Advocacy group opposes high-density development behind Orangeville Mall

June 29, 2018   ·   1 Comments

By Jasen Obermeyer

A group, incorporated as the Hansen High Density Awareness Group (HHDAG), is opposing a proposed 623-unit residential subdivision behind the Orangeville Mall.

This high-density housing development, has been the subject of talks for several years now. Orangeville Highlands Limited and Brucedale Investments Inc. are behind the prosed development, and are requesting an amendment to the town’s official plan zoning by-law, to build the high-density housing in an area that now has ordinary residential lots.

“Local politicians abdicated their responsibility to Orangeville taxpayers, residents, and voters,” says Dorothy Pedersen, spokesperson for HHDAG.

The rezoning, if approved, would change the current designation of the land from ‘Open Space,’ ‘Medium Density Residential,’ and ‘Open Space Recreation’ to a designation of ‘site specific, to be determined.’

HHDAG, which started out with about 15 members and is looking to recruit more, held a meeting at 59 First Street last Friday evening (June 22).

At the meeting, members identified several concerns for the high density development, including; the town’s off-leash dog park being removed, a potential decline in the water table, increased noise and traffic, less privacy, infrastructure issues, and negative influence on wildlife.

“I think all kinds of nefarious activities will go on here,” says Ms. Pedersen.

Several members discussed how they came to Orangeville to get away from high-density housing. “There’s a bigger thing happening here,” noted one of the members.

“The municipality claims it’s helpless because a high-density quota was dictated to Orangeville by the Government of Ontario, but they rolled over and accepted it,” explained Ms. Pedersen. “They never questioned it, fought it, or defended the right of Orangevillians to decide the population density of their own community. It’s time for our politicians to do that now.”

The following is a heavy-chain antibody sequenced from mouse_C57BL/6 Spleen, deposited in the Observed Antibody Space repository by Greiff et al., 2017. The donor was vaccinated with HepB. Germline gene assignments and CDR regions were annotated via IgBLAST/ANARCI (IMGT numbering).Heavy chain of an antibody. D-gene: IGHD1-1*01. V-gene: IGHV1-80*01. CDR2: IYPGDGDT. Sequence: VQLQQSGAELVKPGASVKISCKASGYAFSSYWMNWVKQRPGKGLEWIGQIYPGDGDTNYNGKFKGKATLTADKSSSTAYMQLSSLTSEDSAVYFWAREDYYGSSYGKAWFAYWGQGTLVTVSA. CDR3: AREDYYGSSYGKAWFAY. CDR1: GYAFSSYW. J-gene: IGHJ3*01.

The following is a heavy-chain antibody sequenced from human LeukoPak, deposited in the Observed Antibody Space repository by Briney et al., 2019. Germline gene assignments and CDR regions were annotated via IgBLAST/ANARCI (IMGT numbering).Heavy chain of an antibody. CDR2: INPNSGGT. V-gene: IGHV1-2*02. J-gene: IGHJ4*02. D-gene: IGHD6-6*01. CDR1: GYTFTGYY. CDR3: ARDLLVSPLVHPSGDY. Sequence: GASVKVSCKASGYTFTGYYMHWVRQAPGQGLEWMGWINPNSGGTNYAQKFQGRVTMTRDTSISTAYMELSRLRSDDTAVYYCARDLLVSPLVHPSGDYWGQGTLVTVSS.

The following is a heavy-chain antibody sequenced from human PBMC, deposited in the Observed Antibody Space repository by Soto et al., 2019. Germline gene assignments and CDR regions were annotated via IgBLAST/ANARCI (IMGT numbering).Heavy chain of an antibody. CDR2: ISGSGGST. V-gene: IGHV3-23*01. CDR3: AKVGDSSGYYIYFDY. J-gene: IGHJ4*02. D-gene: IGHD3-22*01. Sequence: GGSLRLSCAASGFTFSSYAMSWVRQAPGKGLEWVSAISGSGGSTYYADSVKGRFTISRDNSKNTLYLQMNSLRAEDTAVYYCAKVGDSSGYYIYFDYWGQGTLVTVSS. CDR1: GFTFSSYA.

Another area of concern was with the population increasing, there might be a need for more policing and staff at Headwaters hospital.

Ms. Pedersen indicated they will be contacting Orangeville council before the upcoming municipal election. The group’s next meeting will be at the Meridian Credit Union office on Broadway on July 6, from 7:00 p.m. to 9:00 p.m.

Readers Comments (1)

  1. andyprigge says:

    I find it interesting that that group HHDAG has no search results using google. The other issue I have is that Ms Pederson cannot be contacted by phone. I tried using canada 411.
    I have a problem with her comments. If you did proper screening checking the character background of individuals who would move into the high density areas as renters then their would be no problem. Instead owners do not do their research and many quiet low income people are hurt by your approach. I do not have a lot of money yet it is not very hard for me to separate a problem tenant and a good one. A simple conversation would suffice and the way they dress and look are they scruffy looking mixing a lot of cursing into their language?
    If buyers who want to rent a place would just do a proper background check then problems could be avoided. I know somebody who lives in a condo building where the units are rented out and the parents of the tenant above the person I know could not deal with this individual so they decided: “Hey we will just make him someone else’s problem”. Nice.
    Ms Pedersen if you wish to have total quiet and isolation perhaps you should sell your house and move farther into the country away from everybody and everything. My friend has had to put up with this trouble for a year now. How much trouble and time have you had to sacrifice in the last year. Tell me that.


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